So the EU is going to get an equivalent of Facebook (Daily Telegraph, EUObserver). Well, no, it’s not that – it’s a social network of sorts, but it’s not a rival to Facebook (although you could use Facebook to do something similar).
Myparl.eu promises to be a system to allow MEPs to interact – with each other, with national MPs, and with Brussels stakeholders (NGOs etc.) only to not interact with the outside world, although all the information on the site will be available in public. So it’s look but don’t interact – perhaps theirparl.eu would be a more appropriate title for the venture?
The idea has drawn criticism from Tim Worstall and England Expects, some thoughtful analysis from Brussels Media, and an exasperated response from Stanley Crossick. Stanley: I too am annoyed by the British press, I’m happy to rebut any myth, but I just don’t get it with this project.
But let’s look at the wider issue for a moment… Getting MEPs to use the internet to debate with each other is not a bad idea per se. Problem is that with Myparl.eu or whatever else (Facebook, Bebo etc.) parliamentarians are not going to do it – for a number of reasons. Most MPs and MEPs in my experience never want to go near a PC unless they can absolutely help it, if they do go near they don’t know what to do, and then – perhaps most importantly – what incentive would MEPs have to use something like Myparl.eu rather that whatever else they are currently using?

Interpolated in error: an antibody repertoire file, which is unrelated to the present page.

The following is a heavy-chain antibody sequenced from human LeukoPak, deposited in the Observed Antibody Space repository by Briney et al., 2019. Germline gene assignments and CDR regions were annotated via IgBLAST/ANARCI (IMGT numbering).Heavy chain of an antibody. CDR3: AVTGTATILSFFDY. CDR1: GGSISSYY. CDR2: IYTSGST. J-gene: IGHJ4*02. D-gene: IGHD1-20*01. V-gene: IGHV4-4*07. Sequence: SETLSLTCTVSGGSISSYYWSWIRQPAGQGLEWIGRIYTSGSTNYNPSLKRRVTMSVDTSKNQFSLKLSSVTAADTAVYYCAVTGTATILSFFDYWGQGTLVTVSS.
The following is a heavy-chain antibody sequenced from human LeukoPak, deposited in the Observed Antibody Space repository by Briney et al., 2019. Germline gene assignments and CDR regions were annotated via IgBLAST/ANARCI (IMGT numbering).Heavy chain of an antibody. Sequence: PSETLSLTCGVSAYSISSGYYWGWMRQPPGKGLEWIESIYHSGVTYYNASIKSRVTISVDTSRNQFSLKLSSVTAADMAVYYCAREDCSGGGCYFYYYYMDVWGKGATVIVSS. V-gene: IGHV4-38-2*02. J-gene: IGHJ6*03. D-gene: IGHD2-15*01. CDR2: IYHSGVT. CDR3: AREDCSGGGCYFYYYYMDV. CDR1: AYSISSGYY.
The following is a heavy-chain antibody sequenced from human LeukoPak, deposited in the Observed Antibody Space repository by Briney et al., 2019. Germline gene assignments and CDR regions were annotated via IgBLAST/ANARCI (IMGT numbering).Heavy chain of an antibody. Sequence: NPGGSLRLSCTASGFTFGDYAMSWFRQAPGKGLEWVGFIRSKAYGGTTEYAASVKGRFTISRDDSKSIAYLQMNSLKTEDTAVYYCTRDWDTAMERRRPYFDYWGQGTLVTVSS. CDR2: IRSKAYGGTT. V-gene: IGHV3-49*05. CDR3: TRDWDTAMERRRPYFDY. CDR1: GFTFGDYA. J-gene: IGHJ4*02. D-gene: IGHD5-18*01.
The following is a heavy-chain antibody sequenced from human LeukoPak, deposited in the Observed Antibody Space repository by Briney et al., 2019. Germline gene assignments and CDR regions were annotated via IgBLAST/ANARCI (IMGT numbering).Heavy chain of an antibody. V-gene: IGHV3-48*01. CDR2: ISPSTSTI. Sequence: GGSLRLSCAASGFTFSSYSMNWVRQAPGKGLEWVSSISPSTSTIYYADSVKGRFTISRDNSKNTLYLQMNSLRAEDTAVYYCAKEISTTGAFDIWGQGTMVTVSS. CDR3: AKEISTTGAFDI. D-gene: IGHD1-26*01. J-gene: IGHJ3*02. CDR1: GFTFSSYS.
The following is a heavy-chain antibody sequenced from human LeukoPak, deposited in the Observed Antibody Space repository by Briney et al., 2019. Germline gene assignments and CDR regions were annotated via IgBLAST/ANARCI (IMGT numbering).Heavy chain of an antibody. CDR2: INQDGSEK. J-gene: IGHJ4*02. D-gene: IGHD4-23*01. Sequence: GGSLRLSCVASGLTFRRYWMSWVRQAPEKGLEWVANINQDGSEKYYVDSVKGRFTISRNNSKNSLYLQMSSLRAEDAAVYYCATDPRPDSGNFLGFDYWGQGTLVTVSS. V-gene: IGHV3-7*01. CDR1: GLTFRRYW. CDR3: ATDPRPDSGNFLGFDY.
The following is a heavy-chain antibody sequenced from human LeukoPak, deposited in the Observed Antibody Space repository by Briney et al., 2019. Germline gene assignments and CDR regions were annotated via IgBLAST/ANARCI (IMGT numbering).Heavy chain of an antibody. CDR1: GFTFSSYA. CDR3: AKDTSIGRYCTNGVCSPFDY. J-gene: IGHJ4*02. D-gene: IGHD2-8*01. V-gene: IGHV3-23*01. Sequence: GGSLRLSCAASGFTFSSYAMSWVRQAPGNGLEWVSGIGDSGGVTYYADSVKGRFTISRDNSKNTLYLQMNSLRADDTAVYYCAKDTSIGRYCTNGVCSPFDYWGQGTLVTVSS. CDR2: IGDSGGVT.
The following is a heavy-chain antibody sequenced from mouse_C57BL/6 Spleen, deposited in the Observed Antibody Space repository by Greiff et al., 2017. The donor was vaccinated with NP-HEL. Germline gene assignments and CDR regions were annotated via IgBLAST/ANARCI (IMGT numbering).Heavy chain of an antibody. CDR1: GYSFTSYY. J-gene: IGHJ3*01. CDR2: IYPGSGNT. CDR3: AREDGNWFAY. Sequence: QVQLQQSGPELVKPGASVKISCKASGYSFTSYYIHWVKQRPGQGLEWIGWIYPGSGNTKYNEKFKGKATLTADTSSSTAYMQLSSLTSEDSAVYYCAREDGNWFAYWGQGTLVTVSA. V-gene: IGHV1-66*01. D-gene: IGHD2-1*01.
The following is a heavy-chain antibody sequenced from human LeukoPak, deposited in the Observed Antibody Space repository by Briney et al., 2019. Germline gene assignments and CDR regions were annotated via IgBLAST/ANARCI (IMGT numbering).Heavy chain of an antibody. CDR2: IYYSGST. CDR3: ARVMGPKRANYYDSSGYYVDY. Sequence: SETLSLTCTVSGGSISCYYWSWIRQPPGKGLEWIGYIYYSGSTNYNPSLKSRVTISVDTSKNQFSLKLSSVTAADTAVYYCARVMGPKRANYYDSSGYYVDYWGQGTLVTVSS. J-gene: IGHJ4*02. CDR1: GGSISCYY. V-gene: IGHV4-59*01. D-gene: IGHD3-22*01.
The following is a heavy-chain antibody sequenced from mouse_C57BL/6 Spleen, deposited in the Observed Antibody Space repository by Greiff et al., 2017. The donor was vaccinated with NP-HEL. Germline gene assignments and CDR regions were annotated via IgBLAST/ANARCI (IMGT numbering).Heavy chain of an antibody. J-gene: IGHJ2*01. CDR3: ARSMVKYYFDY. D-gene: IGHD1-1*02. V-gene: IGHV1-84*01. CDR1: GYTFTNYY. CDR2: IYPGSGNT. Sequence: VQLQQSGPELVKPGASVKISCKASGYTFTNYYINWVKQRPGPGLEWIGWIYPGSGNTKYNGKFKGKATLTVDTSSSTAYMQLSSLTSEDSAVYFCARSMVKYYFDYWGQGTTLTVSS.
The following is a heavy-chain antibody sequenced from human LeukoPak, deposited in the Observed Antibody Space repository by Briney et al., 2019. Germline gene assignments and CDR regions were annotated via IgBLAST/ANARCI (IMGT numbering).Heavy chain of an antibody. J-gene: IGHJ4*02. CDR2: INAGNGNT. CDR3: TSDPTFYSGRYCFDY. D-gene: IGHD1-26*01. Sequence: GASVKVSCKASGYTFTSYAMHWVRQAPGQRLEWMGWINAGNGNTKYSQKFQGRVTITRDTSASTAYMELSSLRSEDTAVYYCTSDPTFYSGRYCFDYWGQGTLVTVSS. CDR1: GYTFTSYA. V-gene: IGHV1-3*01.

In short, Myparl.eu does not appeal to the narcissist MEP – they have better ways to shine in front of the general public.
So why is the project happening at all? It’s in some twisted way easier for MEPs in Budgets Committee and Member States in the Council to approve the â‚¬3 million for such a project than it is for them to actually relate to and use the thing itself. Just look at the problems Gordon Brown has with Youtube – it’s just not a natural part of the psyche for most politicians.
There’s also an additional problem with all of this… If you ask Brussels-based media firms to deliver a website for you then the chances are it will be rather inward looking. Euractiv, one of the two partners in the endeavour together with Mostra, is like some large octopus in the EU media environment, hoovering up cash from, and influence within, the institutions. Does Euractiv actually have the guile to make something like this a public success? Brussels Media points out the firms have delivered on the spec in the tender, but who was there, at what stage, to say hold on, will this thing actually work? Did DG Communication, Mostra or Euractiv ever really ask themselves that?
Look at it like this: I’m committed to European integration, I live and work in Brussels in the internet sector, and I’ve done a fair few web projects for politicians in the past and I’m distinctly not impressed with this, so who is jumping up and down with joy? Perhaps Euractiv’s accountants based in London (look at the WHOIS for myparl.eu) – I’ll leave you to work out why.
(NOTE: aspects of this post have been re-written since the original draft in light of the comments given, and reading other blog posts about the idea. I’m now Number 1 in Google for people searching for Myparl.eu so it’s important for everything to be right… 🙂 )